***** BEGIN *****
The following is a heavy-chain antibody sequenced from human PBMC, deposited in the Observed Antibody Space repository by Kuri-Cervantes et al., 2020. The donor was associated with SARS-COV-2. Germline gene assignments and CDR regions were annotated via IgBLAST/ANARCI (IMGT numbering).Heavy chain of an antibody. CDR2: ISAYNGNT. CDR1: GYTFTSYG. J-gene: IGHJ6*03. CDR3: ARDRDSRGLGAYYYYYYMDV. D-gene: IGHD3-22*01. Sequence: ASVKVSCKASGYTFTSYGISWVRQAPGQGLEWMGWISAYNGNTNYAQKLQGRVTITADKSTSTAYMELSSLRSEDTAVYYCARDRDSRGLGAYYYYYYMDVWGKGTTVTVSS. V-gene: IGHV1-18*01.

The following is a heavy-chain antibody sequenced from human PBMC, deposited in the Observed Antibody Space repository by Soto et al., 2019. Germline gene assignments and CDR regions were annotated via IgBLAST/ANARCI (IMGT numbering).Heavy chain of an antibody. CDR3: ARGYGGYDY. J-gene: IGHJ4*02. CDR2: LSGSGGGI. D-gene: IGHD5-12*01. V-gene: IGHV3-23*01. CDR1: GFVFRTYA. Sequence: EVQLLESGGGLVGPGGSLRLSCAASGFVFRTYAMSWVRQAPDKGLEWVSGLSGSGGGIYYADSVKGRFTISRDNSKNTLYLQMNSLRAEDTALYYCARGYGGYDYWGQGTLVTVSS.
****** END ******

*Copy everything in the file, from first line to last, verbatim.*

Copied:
The following is a heavy-chain antibody sequenced from human PBMC, deposited in the Observed Antibody Space repository by Kuri-Cervantes et al., 2020. The donor was associated with SARS-COV-2. Germline gene assignments and CDR regions were annotated via IgBLAST/ANARCI (IMGT numbering).Heavy chain of an antibody. CDR2: ISAYNGNT. CDR1: GYTFTSYG. J-gene: IGHJ6*03. CDR3: ARDRDSRGLGAYYYYYYMDV. D-gene: IGHD3-22*01. Sequence: ASVKVSCKASGYTFTSYGISWVRQAPGQGLEWMGWISAYNGNTNYAQKLQGRVTITADKSTSTAYMELSSLRSEDTAVYYCARDRDSRGLGAYYYYYYMDVWGKGTTVTVSS. V-gene: IGHV1-18*01.

The following is a heavy-chain antibody sequenced from human PBMC, deposited in the Observed Antibody Space repository by Soto et al., 2019. Germline gene assignments and CDR regions were annotated via IgBLAST/ANARCI (IMGT numbering).Heavy chain of an antibody. CDR3: ARGYGGYDY. J-gene: IGHJ4*02. CDR2: LSGSGGGI. D-gene: IGHD5-12*01. V-gene: IGHV3-23*01. CDR1: GFVFRTYA. Sequence: EVQLLESGGGLVGPGGSLRLSCAASGFVFRTYAMSWVRQAPDKGLEWVSGLSGSGGGIYYADSVKGRFTISRDNSKNTLYLQMNSLRAEDTALYYCARGYGGYDYWGQGTLVTVSS.